Spiders are the stars at the Natural History Museum
Spiders are the stars at the Natural History Museum

Along Came a Spider Pavilion: Big Spiders Are Back at the Natural History Museum

The spiders are back! COVID has not stopped LA arachnophiles from enjoying the Spider Pavilion, that screened pavilion on the Natural History Museum’s South Lawn that becomes seasonal home to more free-range, eight-legged tenants than anyone in his right mind could want. The Spider Pavilion is an arachnophobe’s worst nightmare and an eight-year-old boy’s version of heaven.

If you've ever visited the museum’s annual Butterfly Pavilion, you're familiar with the throngs of smiling families that pass through oohing, ahhing, and extending fingers. The fall Spider Pavilion crowd behaves quite differently – more along the lines of gasping, shuddering, and shrinking away. I've never seen a single spider house visitor needing a reminder not to touch. Enormous creatures (on the scale of what you don't want to find in your bathtub) perch in the center of doubly enormous webs, hanging out and waiting for museum staff to toss a few worms and grasshoppers their way.


No one needs a reminder not to touch at the Spider Pavilion.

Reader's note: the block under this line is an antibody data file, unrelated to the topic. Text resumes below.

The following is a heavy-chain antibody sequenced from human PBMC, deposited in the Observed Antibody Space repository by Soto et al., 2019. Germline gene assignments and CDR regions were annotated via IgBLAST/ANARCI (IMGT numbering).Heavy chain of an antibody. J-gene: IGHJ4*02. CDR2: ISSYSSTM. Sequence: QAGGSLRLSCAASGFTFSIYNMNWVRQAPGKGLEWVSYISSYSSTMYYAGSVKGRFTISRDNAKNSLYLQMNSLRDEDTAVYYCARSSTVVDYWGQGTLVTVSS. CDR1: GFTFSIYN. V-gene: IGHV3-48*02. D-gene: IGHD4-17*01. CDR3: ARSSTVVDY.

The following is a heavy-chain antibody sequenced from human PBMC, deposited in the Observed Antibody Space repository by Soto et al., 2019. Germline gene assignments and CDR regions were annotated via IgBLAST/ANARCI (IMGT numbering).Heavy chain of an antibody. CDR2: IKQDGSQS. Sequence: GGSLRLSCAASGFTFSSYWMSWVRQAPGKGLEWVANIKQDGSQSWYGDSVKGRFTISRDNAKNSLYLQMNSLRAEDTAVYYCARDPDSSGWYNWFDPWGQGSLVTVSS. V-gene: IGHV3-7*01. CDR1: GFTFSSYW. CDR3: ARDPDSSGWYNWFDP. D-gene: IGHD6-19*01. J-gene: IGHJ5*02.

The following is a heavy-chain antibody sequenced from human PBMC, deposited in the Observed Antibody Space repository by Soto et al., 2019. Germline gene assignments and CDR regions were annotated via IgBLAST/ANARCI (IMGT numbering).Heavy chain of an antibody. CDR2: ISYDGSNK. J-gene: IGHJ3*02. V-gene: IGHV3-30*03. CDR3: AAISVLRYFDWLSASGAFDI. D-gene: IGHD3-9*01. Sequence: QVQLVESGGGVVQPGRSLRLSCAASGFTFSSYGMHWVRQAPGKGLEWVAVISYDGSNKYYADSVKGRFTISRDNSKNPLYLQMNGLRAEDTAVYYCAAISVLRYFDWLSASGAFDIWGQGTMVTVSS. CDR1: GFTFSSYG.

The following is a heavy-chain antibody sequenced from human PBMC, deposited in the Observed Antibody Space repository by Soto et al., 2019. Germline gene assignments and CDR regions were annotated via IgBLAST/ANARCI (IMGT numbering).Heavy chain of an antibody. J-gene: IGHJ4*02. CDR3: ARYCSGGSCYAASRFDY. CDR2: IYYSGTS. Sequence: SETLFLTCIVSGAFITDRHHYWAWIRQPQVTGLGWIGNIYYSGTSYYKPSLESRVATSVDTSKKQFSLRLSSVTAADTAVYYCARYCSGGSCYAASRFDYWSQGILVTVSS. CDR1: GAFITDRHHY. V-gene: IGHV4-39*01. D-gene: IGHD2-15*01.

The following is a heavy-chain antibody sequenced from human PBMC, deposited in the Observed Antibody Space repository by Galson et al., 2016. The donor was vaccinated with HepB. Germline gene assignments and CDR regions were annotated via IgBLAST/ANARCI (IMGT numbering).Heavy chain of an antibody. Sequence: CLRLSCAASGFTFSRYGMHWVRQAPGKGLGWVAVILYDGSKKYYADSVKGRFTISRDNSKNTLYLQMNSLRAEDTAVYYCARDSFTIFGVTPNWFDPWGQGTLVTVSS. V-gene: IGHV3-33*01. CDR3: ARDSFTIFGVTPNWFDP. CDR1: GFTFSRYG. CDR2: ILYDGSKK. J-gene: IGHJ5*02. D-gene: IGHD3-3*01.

The dramatic-looking spiders journey here from as far away as the swamps of Louisiana, though local varieties are also represented. Breeds inclined to sit in their webs are chosen for the exhibit, and we learned that only females are selected because the she-spiders are so much bigger than the he-spiders.  The Spider Den houses those spiders that are best viewed while safely contained behind glass,  including tarantulas, wolf spiders, and jumping spiders; the spiders spinning free are those not considered dangerous to humans.

Daytime visits are great for photo ops, though as darkness creeps in the creepy crawlies become more active; if a knock-down, drag-out spider brawl sounds like a good time, plan your visit for late in the afternoon; some years flashlight tours are added to the schedule, though 2020 doesn't seem to hold that option. Nighttime is also when spiders gobble up their own webs and rebuild them someplace else (TMI?) in case anyone was wondering.


Magnifying glasses are fun, but the spiders in this exhibit are plenty big.

In a season pinned between Halloween and Christmas, slipping in an outing that has a big educational element feels good—in spite of all those icky, hairy legs.

Spider Pavilion 2020 dates: October 25 - November 29.  (Museum closed Thanksgiving Day).
10:00am-5:00pm (last entry 4:30pm)
Spider Pavilion admission: $6 

Photos by Ryan Miller/Capture Imaging courtesy of the Natural History Museum

Originally published October 13, 2011

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